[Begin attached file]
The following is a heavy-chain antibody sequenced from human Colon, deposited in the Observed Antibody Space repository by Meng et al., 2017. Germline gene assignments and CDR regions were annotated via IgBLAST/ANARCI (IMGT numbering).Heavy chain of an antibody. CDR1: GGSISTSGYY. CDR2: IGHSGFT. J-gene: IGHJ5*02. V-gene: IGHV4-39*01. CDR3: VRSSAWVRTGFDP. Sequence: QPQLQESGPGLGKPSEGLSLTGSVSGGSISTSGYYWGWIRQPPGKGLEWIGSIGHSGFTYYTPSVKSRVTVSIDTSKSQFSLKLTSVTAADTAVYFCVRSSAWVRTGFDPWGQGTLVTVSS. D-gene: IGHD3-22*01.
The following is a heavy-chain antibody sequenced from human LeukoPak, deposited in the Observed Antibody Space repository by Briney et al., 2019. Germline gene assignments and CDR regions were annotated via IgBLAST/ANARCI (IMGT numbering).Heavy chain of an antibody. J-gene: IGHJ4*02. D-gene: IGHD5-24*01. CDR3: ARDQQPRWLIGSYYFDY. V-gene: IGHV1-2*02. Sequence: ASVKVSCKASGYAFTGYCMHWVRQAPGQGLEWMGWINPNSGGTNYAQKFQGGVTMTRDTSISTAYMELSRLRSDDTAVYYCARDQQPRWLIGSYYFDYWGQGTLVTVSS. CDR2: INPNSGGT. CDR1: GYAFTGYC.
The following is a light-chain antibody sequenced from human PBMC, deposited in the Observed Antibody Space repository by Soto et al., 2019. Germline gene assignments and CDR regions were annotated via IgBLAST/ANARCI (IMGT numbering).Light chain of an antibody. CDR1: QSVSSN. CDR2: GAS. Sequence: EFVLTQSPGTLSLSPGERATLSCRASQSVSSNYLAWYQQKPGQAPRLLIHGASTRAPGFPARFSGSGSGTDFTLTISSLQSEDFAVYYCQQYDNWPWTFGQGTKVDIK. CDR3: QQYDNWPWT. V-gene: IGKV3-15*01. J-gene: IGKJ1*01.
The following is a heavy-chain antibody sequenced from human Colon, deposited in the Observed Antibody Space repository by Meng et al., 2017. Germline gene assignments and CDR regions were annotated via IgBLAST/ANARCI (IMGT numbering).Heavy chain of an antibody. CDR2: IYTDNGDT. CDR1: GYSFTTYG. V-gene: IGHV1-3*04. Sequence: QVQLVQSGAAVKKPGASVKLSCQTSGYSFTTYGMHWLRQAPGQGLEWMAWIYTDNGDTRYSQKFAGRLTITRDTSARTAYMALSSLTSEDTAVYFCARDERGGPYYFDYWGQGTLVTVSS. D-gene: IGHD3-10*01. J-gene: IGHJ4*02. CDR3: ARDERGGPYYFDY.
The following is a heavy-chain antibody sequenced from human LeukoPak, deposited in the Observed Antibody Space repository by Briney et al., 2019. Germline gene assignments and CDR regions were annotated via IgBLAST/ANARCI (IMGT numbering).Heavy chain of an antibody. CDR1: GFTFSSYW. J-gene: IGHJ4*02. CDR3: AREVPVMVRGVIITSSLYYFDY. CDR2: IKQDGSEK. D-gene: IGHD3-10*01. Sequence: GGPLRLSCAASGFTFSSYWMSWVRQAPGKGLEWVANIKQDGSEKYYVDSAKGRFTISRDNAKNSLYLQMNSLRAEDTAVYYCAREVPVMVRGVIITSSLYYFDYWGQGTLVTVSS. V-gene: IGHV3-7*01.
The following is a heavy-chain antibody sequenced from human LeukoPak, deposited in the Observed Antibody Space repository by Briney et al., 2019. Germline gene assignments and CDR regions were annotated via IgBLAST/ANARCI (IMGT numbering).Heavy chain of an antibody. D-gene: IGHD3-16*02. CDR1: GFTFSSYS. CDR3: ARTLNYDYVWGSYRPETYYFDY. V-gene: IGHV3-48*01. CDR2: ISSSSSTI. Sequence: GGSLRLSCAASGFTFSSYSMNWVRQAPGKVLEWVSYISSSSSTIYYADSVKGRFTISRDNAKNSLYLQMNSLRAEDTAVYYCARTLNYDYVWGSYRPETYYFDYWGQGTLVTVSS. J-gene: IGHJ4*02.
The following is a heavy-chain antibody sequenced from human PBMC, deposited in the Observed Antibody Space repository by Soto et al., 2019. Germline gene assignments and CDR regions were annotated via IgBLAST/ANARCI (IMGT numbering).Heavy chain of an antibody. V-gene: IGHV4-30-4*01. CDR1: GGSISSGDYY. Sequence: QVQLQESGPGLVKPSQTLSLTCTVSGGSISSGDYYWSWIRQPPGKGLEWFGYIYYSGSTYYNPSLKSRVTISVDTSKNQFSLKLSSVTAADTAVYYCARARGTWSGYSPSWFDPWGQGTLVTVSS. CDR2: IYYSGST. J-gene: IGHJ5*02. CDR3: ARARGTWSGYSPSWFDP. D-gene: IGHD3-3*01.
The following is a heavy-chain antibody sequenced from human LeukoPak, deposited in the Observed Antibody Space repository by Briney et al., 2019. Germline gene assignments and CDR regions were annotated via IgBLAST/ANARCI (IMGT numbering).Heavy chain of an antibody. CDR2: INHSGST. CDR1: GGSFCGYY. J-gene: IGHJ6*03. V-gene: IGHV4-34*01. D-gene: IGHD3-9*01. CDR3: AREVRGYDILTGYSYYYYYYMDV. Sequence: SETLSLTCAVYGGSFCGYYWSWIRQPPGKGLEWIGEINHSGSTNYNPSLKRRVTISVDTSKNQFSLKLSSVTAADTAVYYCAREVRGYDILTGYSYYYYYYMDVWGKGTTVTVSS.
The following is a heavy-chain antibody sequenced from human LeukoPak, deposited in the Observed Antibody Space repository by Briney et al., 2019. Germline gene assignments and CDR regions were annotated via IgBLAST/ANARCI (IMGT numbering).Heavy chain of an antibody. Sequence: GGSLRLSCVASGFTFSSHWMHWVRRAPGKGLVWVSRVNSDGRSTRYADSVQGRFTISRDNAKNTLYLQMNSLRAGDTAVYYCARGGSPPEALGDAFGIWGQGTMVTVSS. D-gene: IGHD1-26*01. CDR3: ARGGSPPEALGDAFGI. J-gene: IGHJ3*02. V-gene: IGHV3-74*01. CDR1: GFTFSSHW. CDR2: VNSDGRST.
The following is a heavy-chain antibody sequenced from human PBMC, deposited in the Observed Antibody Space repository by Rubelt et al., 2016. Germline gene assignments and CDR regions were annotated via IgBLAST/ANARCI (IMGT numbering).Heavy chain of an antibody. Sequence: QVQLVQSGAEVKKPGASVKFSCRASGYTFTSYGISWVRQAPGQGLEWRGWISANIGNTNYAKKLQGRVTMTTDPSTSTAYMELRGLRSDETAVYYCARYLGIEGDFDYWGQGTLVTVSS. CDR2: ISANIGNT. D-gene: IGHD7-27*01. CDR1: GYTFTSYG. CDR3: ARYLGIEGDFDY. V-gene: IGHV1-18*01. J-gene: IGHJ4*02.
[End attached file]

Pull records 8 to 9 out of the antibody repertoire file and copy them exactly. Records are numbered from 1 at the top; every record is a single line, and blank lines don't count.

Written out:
The following is a heavy-chain antibody sequenced from human LeukoPak, deposited in the Observed Antibody Space repository by Briney et al., 2019. Germline gene assignments and CDR regions were annotated via IgBLAST/ANARCI (IMGT numbering).Heavy chain of an antibody. CDR2: INHSGST. CDR1: GGSFCGYY. J-gene: IGHJ6*03. V-gene: IGHV4-34*01. D-gene: IGHD3-9*01. CDR3: AREVRGYDILTGYSYYYYYYMDV. Sequence: SETLSLTCAVYGGSFCGYYWSWIRQPPGKGLEWIGEINHSGSTNYNPSLKRRVTISVDTSKNQFSLKLSSVTAADTAVYYCAREVRGYDILTGYSYYYYYYMDVWGKGTTVTVSS.
The following is a heavy-chain antibody sequenced from human LeukoPak, deposited in the Observed Antibody Space repository by Briney et al., 2019. Germline gene assignments and CDR regions were annotated via IgBLAST/ANARCI (IMGT numbering).Heavy chain of an antibody. Sequence: GGSLRLSCVASGFTFSSHWMHWVRRAPGKGLVWVSRVNSDGRSTRYADSVQGRFTISRDNAKNTLYLQMNSLRAGDTAVYYCARGGSPPEALGDAFGIWGQGTMVTVSS. D-gene: IGHD1-26*01. CDR3: ARGGSPPEALGDAFGI. J-gene: IGHJ3*02. V-gene: IGHV3-74*01. CDR1: GFTFSSHW. CDR2: VNSDGRST.